"As a practical matter, how is the higher law different? Is it simply more commandments? On the contrary, it is probably fewer commandments, but commandments of a different quality from the Ten Commandments-wide enough to include the lesser law, deep enough to transcend it." (The Broken Heart, p. 161)

3 Ne 15:17 other sheep I have which are not of this fold

No commentary is better than the commentary of the Lord. This is the best example of the Savior explaining the meaning of a specific scripture. Therefore, no further interpretive commentary is needed.

Rather, we should underscore the importance of John 10:16 for the Book of Mormon. There are only three Bible scriptures which directly deal with the Book of Mormon and this is one of them. The other two are found in Ezek 37:16, which speaks of the stick of Judah and the stick of Joseph, and in Isaiah 29, which tells the Charles Anthon story and explains how the Book of Mormon speaks as a familiar spirit out of the dust. All three of these passages are incredibly important missionary scriptures.

3 Ne 15:18 because of stifneckedness and unbelief...I was commanded to say no more

The Lord stands ready to give us as much revelation as we have faith to deserve. But sometimes, we are content with what we know. Sometimes we would rather regurgitate our favorite doctrinal clichés than perform the mental stretching and intellectual exercise necessary to comprehend a new concept. Like the ancient Jews, if we struggle with unbelief we should not expect to be given much more than we already have. Later, Nephi explains, if it shall so be that they shall believe these things then shall the greater things be made manifest unto them. And if it so be that they will not believe these things, then shall the greater things be withheld from them, unto their condemnation. Behold, I was about to write them, all which were engraven upon the plates of Nephi, but the Lord forbade it, saying: I will try the faith of my people (3 Ne 26:9-11). In contrast, the brother of Jared exhibited such faith that the Lord could not withhold anything from him (Ether 3:26).

"We will now give Butterworth's definition of unbelief:  He says it 'is a want of credit of, and a want of confidence in the word and truth of God, arising, not from a want of evidence of divine truth, but from a rooted enmity of the heart against it, and is a criminal disobedience.'  Unbelief being the only reason that can be given, why we shall not have revelation now, and precept upon precept, line upon line, here a little and there a little, as well as in the days of the ancient prophets..." ("Messenger and Advocate," vol. 3, no. 8, p. 501)

3 Ne 15:19 ye were separated from among them because of their iniquity

The need for the Lord to separate this branch of Joseph from the rest of the House of Israel is expressed in the allegory of the olive tree. When the tree began to decay initially, most of the main branches were decaying and the roots were no longer providing the needed sustenance. The Lord had nourished a few tender branches which had to be replanted because of the mother tree had begun to wither, And behold, saith the Lord of the vineyard, I take away many of these young and tender branches, and I will graft them whithersoever I will; and it mattereth not that if it so be that the root of this tree will perish, I may preserve the fruit thereof unto myself; wherefore, I will take these young and tender branches, and I will graft them whithersoever I will (Jacob 5:8).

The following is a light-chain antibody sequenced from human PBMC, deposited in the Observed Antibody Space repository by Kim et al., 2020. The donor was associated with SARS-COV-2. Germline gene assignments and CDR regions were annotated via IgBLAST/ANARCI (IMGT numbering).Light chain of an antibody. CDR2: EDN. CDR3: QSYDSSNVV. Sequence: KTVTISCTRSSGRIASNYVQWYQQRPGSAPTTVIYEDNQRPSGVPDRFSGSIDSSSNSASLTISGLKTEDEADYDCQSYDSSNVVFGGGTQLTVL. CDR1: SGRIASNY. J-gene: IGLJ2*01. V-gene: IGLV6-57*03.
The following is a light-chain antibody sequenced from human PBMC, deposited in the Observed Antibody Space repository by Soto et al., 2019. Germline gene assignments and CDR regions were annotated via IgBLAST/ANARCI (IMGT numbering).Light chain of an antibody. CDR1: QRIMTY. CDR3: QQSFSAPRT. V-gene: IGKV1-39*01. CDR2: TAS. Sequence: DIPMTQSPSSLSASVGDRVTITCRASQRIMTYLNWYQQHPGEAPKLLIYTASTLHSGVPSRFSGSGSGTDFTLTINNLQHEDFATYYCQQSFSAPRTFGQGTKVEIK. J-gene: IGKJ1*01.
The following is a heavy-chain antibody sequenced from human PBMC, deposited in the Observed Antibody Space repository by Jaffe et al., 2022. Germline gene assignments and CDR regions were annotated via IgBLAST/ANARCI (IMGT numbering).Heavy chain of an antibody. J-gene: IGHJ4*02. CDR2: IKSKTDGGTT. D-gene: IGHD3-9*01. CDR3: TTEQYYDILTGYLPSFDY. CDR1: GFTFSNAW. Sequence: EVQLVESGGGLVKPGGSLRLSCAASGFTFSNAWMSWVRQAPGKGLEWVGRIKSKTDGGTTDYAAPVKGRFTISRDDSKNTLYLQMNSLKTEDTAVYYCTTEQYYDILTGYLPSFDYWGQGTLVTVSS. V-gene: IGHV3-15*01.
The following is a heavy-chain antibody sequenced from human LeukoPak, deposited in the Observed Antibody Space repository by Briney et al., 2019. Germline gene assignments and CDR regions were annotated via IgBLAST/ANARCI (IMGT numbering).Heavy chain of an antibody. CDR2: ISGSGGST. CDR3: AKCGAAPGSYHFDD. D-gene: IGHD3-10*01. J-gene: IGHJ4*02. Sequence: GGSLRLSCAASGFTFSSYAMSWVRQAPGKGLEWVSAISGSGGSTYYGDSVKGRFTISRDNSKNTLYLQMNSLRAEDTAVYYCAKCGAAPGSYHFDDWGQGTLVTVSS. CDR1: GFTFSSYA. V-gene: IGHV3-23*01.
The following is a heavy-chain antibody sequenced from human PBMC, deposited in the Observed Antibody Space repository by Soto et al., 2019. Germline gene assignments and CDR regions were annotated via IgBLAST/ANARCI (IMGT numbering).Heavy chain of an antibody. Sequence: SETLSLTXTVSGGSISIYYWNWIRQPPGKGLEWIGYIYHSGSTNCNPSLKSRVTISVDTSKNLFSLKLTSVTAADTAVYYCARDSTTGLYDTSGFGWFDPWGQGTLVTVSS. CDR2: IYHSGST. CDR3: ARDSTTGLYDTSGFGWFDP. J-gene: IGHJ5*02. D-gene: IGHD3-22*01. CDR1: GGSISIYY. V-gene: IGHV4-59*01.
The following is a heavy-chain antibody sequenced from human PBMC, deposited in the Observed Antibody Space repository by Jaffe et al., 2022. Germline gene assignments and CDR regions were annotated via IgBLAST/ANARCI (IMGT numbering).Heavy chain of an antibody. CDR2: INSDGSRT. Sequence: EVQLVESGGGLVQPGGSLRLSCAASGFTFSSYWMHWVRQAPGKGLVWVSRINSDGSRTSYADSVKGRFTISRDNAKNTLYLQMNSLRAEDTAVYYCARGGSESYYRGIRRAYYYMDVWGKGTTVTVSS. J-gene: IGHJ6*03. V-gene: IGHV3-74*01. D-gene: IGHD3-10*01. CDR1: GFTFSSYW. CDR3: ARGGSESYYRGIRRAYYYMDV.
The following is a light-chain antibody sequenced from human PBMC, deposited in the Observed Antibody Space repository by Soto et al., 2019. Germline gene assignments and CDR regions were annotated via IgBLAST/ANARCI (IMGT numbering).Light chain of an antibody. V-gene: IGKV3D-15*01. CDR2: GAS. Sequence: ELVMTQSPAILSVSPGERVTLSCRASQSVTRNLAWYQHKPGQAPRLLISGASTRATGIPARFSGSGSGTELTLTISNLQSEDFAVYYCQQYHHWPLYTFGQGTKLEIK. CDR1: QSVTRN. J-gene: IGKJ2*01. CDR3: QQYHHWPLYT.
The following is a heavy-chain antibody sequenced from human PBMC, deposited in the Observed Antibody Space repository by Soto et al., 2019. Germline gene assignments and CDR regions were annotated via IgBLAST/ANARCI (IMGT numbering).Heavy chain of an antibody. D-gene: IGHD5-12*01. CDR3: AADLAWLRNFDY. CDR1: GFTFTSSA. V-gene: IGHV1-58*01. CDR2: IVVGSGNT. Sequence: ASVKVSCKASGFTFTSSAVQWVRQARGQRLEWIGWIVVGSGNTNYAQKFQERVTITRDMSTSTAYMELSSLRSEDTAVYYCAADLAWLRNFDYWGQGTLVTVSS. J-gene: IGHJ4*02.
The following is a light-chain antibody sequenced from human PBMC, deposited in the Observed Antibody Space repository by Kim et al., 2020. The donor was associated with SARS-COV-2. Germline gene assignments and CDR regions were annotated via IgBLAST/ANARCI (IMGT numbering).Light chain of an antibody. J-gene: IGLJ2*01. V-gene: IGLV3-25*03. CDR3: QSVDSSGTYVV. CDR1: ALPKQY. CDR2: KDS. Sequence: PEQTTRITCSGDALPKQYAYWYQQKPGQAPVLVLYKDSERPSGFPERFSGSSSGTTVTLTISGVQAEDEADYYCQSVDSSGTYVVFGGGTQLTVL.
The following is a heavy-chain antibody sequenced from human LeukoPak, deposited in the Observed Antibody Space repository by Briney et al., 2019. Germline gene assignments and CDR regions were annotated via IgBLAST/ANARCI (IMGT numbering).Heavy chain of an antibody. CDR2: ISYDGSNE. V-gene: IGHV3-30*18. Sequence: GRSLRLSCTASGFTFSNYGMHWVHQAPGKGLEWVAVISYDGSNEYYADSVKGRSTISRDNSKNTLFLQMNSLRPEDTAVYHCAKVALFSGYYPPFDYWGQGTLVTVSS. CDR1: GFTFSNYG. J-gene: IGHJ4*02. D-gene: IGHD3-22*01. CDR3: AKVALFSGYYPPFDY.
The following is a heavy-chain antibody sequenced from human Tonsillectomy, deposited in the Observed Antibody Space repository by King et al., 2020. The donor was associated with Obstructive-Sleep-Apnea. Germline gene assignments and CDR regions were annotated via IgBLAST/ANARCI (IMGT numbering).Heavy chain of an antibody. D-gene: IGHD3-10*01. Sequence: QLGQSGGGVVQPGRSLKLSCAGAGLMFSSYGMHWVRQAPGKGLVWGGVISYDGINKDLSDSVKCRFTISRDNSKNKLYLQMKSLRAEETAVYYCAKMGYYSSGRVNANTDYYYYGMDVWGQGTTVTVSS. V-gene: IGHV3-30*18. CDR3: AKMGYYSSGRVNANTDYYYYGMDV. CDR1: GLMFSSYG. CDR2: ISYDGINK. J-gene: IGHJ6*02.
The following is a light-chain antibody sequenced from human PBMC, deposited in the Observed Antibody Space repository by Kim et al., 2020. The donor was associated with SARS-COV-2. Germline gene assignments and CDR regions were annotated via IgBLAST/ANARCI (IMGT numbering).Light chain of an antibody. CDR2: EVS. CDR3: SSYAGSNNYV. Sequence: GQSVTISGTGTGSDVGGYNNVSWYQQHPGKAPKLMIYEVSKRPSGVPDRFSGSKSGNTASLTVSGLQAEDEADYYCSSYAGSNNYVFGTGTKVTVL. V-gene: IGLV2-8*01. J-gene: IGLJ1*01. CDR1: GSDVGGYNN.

There are other examples when the Lord has had to separate a group of people in order to keep their religious traditions pure. One of the reasons why the Israelites were so leery of marrying Gentiles is that the Lord did not want them succumbing to Gentile forms of idolatry (Deut 7:2-4, Josh 23:12-13). Unfortunately, mixing with the wicked has a greater tendency to pull down the righteous than it does to reform the wicked. Other examples include the people of Enoch, the Jaredites, the early Nephites, and the other scattered tribes of Israel.

Hugh Nibley

"The resemblance of one migration of God's people to another is not an accident, according to the Book of Mormon. In every age when the wicked reach a point of no return they are stopped from frustrating God's plan...by bringing about a forceful separation between the two. One might call it a form of quarantine." (An Approach to the Book of Mormon, p. 137)

3 Ne 15:23 the Gentiles should not at any time hear my voice

During the Savior's ministry, He made it clear that His purpose was to minister to the house of Israel. To the woman of Canaan he said, I am not sent but unto the lost sheep of the house of Israel (Matt 15:24). When he sent out the Twelve as missionaries, he counseled them, Go not into the way of the Gentiles, and into any city of the Samaritans enter ye not: But go rather to the lost sheep of the house of Israel (Matt 10:5-6). Prior to the resurrection, the message of the gospel was to be sent exclusively to the house of Israel. They were to be the first to hear the gospel in order to fulfill the word of the Lord when he said, the first shall be last, and the last shall be first (Matt 19:30). After He was resurrected, the Savior would not appear to any who were unbelievers and unworthy to witness the resurrected Lord. Therefore, the Gentiles never received His personal ministrations nor did they hear his voice. But the day will come when the last shall be first.

James E. Talmage

"Even the Jewish apostles had wrongly supposed that those 'other sheep' were the Gentile nations, not realizing that the carrying of the gospel to the Gentiles was part of their particular mission, and oblivious to the fact that never would Christ manifest Himself in person to those who were not of the house of Israel. Through the promptings of the Holy Ghost and under the ministrations of men commissioned and sent would the Gentiles hear the word of God; but to the personal manifestation of the Messiah they were ineligible. Great, however, will be the Lord's mercies and blessings to the Gentiles who accept the truth, for unto them the Holy Ghost shall bear witness of the Father and of the Son; and all of them who comply with the laws and ordinances of the gospel shall be numbered in the house of Israel. Their conversion and enfoldment with the Lord's own will be as individuals, and not as nations, tribes, or peoples." (Jesus the Christ, p. 728-9)